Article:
I think that’s pretty close to the Latin but what the goshdarn heck it actually means is another question. Is Samson saying that this guy did convert to Islam? or that he pretended to have done so before, and meanwhile operated as something administrative in the Christian Church as a kind of double agent? Whose priesthood? Islam doesn’t have an organised one in the way that this seems to imply, but the (grammatical) antecedent is pretty clearly Muzlemitis (and yes, it is interesting that he uses that word; elsewhere he uses Caldei, but more on that in a moment). If anyone can see through the grammar to work out what Bishop Samuel is actually supposed to have done, I would be grateful for your input.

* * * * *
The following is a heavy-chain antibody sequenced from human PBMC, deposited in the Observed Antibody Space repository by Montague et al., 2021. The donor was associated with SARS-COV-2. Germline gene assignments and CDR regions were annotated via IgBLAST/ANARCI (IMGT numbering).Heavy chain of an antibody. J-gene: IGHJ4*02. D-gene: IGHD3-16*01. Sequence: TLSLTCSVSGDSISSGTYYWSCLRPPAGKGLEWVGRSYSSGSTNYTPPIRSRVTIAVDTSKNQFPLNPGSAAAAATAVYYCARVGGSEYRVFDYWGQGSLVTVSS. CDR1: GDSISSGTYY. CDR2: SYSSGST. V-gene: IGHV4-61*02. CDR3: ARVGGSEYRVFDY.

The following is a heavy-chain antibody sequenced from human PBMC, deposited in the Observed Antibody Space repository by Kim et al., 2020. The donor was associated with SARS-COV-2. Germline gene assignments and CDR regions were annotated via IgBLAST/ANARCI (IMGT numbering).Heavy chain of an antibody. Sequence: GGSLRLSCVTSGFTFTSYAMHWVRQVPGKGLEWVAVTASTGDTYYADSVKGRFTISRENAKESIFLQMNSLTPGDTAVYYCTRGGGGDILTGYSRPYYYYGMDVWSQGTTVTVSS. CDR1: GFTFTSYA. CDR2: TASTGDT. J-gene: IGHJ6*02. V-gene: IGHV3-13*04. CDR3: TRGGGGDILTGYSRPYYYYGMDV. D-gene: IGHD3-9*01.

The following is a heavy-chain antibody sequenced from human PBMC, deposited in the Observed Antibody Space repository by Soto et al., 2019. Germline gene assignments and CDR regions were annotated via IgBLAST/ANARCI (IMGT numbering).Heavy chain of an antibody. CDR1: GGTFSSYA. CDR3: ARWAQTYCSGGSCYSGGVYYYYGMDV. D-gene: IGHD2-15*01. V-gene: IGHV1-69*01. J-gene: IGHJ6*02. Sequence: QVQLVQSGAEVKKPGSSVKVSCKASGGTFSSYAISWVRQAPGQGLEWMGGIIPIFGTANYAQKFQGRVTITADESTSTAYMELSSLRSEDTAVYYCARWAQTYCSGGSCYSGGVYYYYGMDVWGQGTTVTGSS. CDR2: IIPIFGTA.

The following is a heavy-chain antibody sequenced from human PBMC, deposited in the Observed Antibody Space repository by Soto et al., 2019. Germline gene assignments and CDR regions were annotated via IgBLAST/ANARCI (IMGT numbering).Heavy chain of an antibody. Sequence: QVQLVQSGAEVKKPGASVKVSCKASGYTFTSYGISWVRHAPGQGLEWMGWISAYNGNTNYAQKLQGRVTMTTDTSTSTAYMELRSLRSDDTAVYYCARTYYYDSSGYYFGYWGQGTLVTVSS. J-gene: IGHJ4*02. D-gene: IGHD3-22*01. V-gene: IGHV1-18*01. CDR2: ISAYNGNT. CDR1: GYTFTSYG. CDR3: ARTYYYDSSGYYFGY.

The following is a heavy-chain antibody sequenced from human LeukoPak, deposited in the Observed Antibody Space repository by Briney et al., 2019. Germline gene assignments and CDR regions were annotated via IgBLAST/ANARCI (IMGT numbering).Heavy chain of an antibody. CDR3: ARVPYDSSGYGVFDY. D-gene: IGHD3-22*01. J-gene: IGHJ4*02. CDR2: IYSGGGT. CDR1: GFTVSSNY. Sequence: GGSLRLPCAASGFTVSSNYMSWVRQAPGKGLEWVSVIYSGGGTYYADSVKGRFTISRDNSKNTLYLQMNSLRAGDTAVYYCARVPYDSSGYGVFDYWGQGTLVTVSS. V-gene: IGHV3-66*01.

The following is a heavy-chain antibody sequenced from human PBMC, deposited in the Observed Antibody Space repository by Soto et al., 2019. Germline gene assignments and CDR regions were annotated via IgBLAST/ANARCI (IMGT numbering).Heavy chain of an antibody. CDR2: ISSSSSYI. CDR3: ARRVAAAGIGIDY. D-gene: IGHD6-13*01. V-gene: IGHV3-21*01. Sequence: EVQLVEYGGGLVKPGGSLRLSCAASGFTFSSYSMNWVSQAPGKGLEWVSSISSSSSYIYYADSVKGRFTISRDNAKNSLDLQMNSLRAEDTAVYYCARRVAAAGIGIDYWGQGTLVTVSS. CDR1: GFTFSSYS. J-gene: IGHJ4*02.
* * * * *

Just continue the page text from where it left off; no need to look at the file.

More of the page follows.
The world in which Samson operated is quite hard to fathom in a number of ways. I think that he must have been ignoring quite a lot of change. He refers to people taking bribes in solidi, for example, but the coins had long since been dirhams, so that can only have been a unit of account if that.6 It’s clear that the ‘kings of the Ishmælites’ basically nominated to Church offices, as they can be induced to do this by people like Ostegesis and Samuel who are happy to spend their flock’s offerings on holding banquets for the priori domum regiæ, but (perhaps naturally) he has nothing bad to say of these ‘kings’, who are always anonymous and usually plural, though he will name their functionaries, some of whom are called saio muzlemitus.7 All his terminology is Christian, therefore, and much of it Visigothic, even though the offices and officers he describes are not at all. On the other hand, he renders Arabic names more or less cleanly, and was able to do far more than that since, at one point, his enemies decide to move against him (by getting a Christian who is on trial for blaspheming against Muhammad (‘him whom the Chaldæan people cult as a prophet’) to indict Samson and his protector Bishop Valerius of Córdoba, though the ‘kings’ decide to ignore that testimony, which may be why Samson is neutral about them) because he has been employed to translate a letter from ‘the king of Hispania’ to the king of the Franks “ex Caldeo sermone in Latinum eloquium“, and this sign of emiral favour panics them into action.8 Point being, apparently Samson could translate Arabic…